Podium Gordon Marsden: History settles its millennial accounts

From a speech given by the MP and former editor of `History Today' to the European Studies Conference in Portsmouth

WHY TODAY does memory of the Second World War burn more brightly than for 60 years? We need first of all to be reminded that this "trauma time lag" is not a unique product of the end of the 20th century.

The historian Elisabeth van Houts, going through the chronicles after 1066, points out that the impact of the massacres, occupation and "ethnic cleansing" of Anglo-Saxon England begins to be worked through only in second- and third-generation stories about the Norman Conquest.

She compares this process explicitly with Second World War recollections of both the guilty and the victims "slowly emerging from horror, shock and shame".

It took 100 years and the genius of Shakespeare adequately to convey to Tudor Englishmen and women the carnage of the Wars of the Roses. And even with our own century's "Great War", after the immediate coruscation of a Wilfred Owen or a Siegfried Sassoon, it took a decade before the impact of All Quiet on the Western Front, Journey's End and Testament of Youth took hold of the Peace Pledge generation.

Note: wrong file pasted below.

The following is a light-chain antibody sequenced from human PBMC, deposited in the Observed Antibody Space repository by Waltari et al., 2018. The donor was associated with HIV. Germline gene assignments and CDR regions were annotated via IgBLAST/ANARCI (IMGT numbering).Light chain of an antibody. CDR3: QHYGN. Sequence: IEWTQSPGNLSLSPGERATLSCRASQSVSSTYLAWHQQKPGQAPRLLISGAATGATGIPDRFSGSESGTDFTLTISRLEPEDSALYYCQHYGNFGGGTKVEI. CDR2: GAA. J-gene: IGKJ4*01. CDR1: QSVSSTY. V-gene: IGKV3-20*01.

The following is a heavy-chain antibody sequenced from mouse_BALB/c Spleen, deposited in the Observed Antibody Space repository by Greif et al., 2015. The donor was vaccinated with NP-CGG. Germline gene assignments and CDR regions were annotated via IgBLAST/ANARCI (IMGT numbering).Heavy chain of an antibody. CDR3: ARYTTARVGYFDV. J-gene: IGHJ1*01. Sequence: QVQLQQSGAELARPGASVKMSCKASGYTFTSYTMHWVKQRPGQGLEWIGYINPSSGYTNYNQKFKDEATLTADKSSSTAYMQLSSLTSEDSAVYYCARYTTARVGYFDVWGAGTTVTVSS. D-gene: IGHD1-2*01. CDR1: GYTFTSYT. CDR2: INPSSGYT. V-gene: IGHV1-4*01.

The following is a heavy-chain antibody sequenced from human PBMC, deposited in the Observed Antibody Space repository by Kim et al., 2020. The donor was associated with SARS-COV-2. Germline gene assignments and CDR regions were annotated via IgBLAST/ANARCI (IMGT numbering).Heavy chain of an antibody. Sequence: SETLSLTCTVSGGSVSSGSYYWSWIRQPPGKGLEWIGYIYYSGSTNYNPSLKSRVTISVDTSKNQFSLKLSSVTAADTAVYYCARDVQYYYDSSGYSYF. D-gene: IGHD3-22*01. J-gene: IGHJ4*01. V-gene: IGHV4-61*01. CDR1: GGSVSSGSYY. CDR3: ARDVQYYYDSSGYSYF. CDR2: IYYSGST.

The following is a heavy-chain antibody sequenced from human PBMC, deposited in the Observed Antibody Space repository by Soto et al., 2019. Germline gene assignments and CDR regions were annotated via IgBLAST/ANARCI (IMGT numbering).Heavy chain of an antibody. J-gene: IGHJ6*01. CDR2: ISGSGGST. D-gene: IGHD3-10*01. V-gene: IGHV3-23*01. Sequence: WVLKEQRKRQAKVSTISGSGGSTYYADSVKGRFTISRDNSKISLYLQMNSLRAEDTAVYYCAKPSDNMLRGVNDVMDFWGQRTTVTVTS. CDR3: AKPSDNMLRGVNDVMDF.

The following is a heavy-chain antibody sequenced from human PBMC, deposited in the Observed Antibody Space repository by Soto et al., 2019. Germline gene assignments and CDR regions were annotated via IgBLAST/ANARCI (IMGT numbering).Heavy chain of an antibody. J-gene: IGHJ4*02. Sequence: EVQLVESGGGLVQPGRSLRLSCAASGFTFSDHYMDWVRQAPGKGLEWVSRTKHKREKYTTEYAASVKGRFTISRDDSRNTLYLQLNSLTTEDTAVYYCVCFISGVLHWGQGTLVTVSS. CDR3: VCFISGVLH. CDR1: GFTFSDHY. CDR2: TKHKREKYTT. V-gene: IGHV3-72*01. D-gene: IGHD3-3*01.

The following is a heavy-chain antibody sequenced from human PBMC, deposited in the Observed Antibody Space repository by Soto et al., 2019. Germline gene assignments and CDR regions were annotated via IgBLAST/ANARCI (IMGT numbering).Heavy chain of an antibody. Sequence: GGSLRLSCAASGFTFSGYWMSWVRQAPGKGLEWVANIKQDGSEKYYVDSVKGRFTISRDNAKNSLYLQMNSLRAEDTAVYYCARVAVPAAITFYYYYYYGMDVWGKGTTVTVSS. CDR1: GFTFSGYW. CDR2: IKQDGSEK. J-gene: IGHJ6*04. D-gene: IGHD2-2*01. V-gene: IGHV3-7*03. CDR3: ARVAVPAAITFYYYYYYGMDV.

The events of 1989 have shaken up the kaleidoscope of historical perspectives east of Berlin. The year that for Eric Hobsbawm now marks the end of "the short 20th century" that began at Sarajevo in 1914 unfroze patterns of remembering set fast by the Cold War. The historical realities then revealed in the permafrost were often disturbing ones: ethnic and communal hatreds that had cut across resistance and often assisted the Nazi oppressor, even in "mother Russia." Bitter memories from wartime Serbia and Croatia helped to fuel the disintegration of Yugoslavia.

Not all this resiting of 20th-century history has proved negative. Independence for the Baltic states has helped them to re-establish a historical commonwealth of trade and culture with Scandinavia - while new appreciation of a common past in a pluralist and multinational Hapsburg Empire has assisted in reconnecting states such as Hungary, the Czech Republic and Slovenia with Western Europe.